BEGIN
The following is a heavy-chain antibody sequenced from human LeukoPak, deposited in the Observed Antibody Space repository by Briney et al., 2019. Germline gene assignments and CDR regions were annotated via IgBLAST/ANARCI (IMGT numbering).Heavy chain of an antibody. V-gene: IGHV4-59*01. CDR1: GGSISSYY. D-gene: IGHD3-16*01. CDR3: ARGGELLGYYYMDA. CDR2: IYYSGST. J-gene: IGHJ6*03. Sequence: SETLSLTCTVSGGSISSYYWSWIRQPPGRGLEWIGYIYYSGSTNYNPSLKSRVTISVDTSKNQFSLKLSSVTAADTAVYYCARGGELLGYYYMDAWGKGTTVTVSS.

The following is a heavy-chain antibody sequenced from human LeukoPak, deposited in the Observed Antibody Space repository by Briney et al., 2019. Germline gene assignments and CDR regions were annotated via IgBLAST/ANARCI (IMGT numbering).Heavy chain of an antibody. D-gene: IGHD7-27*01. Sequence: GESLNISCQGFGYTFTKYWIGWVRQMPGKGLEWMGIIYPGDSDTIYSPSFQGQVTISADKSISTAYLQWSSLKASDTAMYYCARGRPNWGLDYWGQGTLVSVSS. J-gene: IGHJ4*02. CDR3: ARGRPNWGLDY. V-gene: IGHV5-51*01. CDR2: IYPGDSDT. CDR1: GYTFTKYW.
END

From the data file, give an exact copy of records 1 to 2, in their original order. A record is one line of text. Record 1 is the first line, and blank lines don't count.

The following is a heavy-chain antibody sequenced from human LeukoPak, deposited in the Observed Antibody Space repository by Briney et al., 2019. Germline gene assignments and CDR regions were annotated via IgBLAST/ANARCI (IMGT numbering).Heavy chain of an antibody. V-gene: IGHV4-59*01. CDR1: GGSISSYY. D-gene: IGHD3-16*01. CDR3: ARGGELLGYYYMDA. CDR2: IYYSGST. J-gene: IGHJ6*03. Sequence: SETLSLTCTVSGGSISSYYWSWIRQPPGRGLEWIGYIYYSGSTNYNPSLKSRVTISVDTSKNQFSLKLSSVTAADTAVYYCARGGELLGYYYMDAWGKGTTVTVSS.

The following is a heavy-chain antibody sequenced from human LeukoPak, deposited in the Observed Antibody Space repository by Briney et al., 2019. Germline gene assignments and CDR regions were annotated via IgBLAST/ANARCI (IMGT numbering).Heavy chain of an antibody. D-gene: IGHD7-27*01. Sequence: GESLNISCQGFGYTFTKYWIGWVRQMPGKGLEWMGIIYPGDSDTIYSPSFQGQVTISADKSISTAYLQWSSLKASDTAMYYCARGRPNWGLDYWGQGTLVSVSS. J-gene: IGHJ4*02. CDR3: ARGRPNWGLDY. V-gene: IGHV5-51*01. CDR2: IYPGDSDT. CDR1: GYTFTKYW.